By Kay WhitlockIt occurs to me that, in part, I write so much about fear and its structural forms in public and private institutions because I have so often been afraid.
By Kay WhitlockThe August 2016 announcement by the Obama administration that it will phase out or “substantially reduce” contracts with private prisons to house federal prisoners provides a master lesson in the political benefit of the magician’s art of misdirection. Hailed by many as a definitive step forward in criminal justice reform and a severe blow to the continuation of mass incarceration, the focus on private prisons hides more than it reveals. It raises false hopes, offers false promises, and points many who want transformative change in the wrong direction.
By Kay WhitlockWhen I am filled with pain, and seeking change in my life but unclear, uncertain, or even ambivalent about new directions and possible choices, I spend time in quiet reflection and meditation. Then I head for The Crossroads. I go to make an inchoate plea for insight, revelation, and guidance—what some folks would call a prayer. I go when the daylight language of “issues” and politics as usual sounds like meaningless gibberish and possesses such a profound aura of lifelessness that even zombies cannot arise and lurch toward us in its presence.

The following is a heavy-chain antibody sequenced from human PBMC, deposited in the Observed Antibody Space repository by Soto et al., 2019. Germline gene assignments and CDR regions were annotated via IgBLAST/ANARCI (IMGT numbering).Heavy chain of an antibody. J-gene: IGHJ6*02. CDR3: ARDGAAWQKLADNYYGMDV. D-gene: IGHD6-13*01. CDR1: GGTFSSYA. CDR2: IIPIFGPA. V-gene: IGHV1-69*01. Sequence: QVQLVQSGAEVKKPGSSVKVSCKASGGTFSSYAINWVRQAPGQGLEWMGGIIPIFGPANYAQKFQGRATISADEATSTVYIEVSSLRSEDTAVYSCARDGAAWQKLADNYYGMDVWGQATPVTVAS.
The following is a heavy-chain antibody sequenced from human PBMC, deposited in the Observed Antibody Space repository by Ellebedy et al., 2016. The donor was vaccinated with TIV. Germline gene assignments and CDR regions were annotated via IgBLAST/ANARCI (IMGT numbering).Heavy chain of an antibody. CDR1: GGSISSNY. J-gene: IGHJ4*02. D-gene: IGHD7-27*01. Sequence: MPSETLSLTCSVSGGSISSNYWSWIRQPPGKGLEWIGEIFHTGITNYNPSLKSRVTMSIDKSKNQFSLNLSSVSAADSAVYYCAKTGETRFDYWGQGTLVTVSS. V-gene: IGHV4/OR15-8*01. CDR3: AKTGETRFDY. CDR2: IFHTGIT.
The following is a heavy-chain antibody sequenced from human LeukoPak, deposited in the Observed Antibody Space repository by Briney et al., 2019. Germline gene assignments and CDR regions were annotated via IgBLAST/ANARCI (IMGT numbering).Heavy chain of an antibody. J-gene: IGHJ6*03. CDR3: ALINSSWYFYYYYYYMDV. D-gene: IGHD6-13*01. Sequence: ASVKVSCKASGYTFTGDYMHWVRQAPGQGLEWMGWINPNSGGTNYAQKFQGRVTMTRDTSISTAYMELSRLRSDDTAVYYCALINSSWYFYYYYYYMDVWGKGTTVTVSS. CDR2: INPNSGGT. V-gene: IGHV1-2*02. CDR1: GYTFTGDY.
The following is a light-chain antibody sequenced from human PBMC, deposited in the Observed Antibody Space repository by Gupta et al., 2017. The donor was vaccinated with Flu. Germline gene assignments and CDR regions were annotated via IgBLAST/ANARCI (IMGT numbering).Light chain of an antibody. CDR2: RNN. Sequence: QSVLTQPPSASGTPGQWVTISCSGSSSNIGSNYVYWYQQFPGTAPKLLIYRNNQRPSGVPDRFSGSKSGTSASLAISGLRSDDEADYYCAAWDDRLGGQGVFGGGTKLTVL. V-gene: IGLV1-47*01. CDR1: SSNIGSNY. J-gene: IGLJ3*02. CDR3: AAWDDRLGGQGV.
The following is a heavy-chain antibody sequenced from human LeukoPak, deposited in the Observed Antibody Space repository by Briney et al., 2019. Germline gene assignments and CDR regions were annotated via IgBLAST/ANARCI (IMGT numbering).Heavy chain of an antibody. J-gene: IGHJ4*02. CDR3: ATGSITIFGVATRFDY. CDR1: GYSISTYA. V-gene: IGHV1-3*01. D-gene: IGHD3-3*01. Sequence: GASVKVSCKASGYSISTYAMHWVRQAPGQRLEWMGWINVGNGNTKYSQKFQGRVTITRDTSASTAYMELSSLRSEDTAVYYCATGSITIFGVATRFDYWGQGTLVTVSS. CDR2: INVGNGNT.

By Kay WhitlockMatheson’s Shrinking Man is an apt metaphor for the current moment in American politics and economic life. The lives and well-being of countless individuals, families, households, and communities are shrinking; the situation is particularly dire for those who already bear the brunt of structural racism, gender violence, and economic violence. The very concept of the Public Good is shrinking, and without intervention, it will vanish into oblivion.